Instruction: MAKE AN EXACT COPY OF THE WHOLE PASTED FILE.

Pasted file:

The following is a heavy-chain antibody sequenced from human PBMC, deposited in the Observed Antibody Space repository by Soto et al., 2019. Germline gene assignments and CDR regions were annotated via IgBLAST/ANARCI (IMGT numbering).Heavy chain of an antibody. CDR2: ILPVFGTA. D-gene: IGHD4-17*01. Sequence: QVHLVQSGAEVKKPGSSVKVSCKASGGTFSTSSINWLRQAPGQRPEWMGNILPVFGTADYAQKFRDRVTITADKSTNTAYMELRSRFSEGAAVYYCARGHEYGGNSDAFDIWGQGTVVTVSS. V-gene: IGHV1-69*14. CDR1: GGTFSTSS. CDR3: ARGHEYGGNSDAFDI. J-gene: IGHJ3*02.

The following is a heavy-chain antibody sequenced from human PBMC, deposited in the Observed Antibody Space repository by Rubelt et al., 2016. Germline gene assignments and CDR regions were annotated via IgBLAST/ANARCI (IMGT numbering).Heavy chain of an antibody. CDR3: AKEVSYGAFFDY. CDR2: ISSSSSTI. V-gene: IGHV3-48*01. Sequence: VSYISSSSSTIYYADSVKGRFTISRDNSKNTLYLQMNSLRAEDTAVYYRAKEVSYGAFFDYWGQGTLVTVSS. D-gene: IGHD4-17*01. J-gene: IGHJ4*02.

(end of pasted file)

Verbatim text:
The following is a heavy-chain antibody sequenced from human PBMC, deposited in the Observed Antibody Space repository by Soto et al., 2019. Germline gene assignments and CDR regions were annotated via IgBLAST/ANARCI (IMGT numbering).Heavy chain of an antibody. CDR2: ILPVFGTA. D-gene: IGHD4-17*01. Sequence: QVHLVQSGAEVKKPGSSVKVSCKASGGTFSTSSINWLRQAPGQRPEWMGNILPVFGTADYAQKFRDRVTITADKSTNTAYMELRSRFSEGAAVYYCARGHEYGGNSDAFDIWGQGTVVTVSS. V-gene: IGHV1-69*14. CDR1: GGTFSTSS. CDR3: ARGHEYGGNSDAFDI. J-gene: IGHJ3*02.

The following is a heavy-chain antibody sequenced from human PBMC, deposited in the Observed Antibody Space repository by Rubelt et al., 2016. Germline gene assignments and CDR regions were annotated via IgBLAST/ANARCI (IMGT numbering).Heavy chain of an antibody. CDR3: AKEVSYGAFFDY. CDR2: ISSSSSTI. V-gene: IGHV3-48*01. Sequence: VSYISSSSSTIYYADSVKGRFTISRDNSKNTLYLQMNSLRAEDTAVYYRAKEVSYGAFFDYWGQGTLVTVSS. D-gene: IGHD4-17*01. J-gene: IGHJ4*02.